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Scientists Made Music From the Human Microbiome, and It’s Seriously Cool

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There are many mysteries of human biology. Among those perhaps least considered, what do our bodies sound like?

This was the question on the mind of the founders of Biota Beats, a collective of biologists and biology enthusiasts making music that explores the sound of the human microbiome. David Kong, an MIT synthetic biologist, community organizer and musician, presented Biota Beats’ work at the Biohack the Planet Conference last weekend in Oakland. (Disclosure: I moderated a panel at the conference.)


The microbiome is made up of all the bacteria that are part of our bodies—the stuff living in our gut and our belly buttons and between our toes. To translate the microbiome into music, researchers took swabs of bacteria from their armpits, belly buttons, feet, mouth and yes, even their genitalia, then sealed those swabs onto laser-cut records. They assigned a certain region of the record to each region of the body and incubated it. In essence, the record player doubles as a petri dish plated with human bacterial cultures. An algorithm then translates images of the bacterial colonies in sound, using data points like bacterial density and location on the record.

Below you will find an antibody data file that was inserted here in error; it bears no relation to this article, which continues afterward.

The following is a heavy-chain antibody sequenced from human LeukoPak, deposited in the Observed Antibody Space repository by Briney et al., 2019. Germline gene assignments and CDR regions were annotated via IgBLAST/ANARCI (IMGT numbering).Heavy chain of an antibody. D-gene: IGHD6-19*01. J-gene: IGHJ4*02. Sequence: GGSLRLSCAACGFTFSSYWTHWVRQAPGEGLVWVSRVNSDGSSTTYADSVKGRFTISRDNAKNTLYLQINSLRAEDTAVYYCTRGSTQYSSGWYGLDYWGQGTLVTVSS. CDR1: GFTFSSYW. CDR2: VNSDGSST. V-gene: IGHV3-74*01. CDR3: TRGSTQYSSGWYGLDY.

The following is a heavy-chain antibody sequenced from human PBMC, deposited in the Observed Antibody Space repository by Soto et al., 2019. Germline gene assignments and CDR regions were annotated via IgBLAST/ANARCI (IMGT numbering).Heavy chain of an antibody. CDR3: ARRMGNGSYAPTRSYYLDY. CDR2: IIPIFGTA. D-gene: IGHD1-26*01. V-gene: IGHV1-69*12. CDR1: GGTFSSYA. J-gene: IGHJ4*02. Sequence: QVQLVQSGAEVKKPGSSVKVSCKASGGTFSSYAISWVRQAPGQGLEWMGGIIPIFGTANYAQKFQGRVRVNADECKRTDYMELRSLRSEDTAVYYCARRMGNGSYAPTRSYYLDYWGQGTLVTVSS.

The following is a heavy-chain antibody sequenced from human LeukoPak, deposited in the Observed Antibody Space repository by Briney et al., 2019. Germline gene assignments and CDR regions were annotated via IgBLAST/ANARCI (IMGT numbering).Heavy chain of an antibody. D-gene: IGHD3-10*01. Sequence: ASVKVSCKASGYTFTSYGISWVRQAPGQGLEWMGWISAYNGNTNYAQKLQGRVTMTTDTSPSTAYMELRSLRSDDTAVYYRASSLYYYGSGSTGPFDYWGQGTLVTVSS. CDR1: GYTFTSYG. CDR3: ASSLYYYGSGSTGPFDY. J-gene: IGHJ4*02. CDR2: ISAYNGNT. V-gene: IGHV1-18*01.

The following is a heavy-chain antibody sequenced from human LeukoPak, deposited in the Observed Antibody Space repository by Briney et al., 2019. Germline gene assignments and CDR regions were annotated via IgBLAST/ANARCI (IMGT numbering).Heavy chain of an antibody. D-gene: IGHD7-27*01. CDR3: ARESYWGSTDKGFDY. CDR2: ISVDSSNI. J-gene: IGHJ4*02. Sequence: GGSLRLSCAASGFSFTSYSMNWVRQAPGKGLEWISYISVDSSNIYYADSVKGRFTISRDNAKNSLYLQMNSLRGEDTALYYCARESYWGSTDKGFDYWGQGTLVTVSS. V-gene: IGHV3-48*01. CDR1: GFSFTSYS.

The symphony of all that bacteria winds up sounding like some kind of etherial beatscape from outer space. You can have a listen here.

You might be thinking that music based on bacterial data like density isn’t exactly the same thing as a glob of belly button fuzz performing a sick guitar solo. But Kong’s real goal is to make something that gets diverse groups of people interested in biotechnology. “What if you could take microbes from Q-Tip or Questlove and make a record from it?” he said.

Even famous artists are now getting into microbial beat-making. As Kong revealed at the conference, he recently took a microbial swab from DJ Jazzy Jeff, who’s slated to have a secret track made from his microbiome on his next record. “DJ Jazzy Jeff is a biohacker,” Kong said.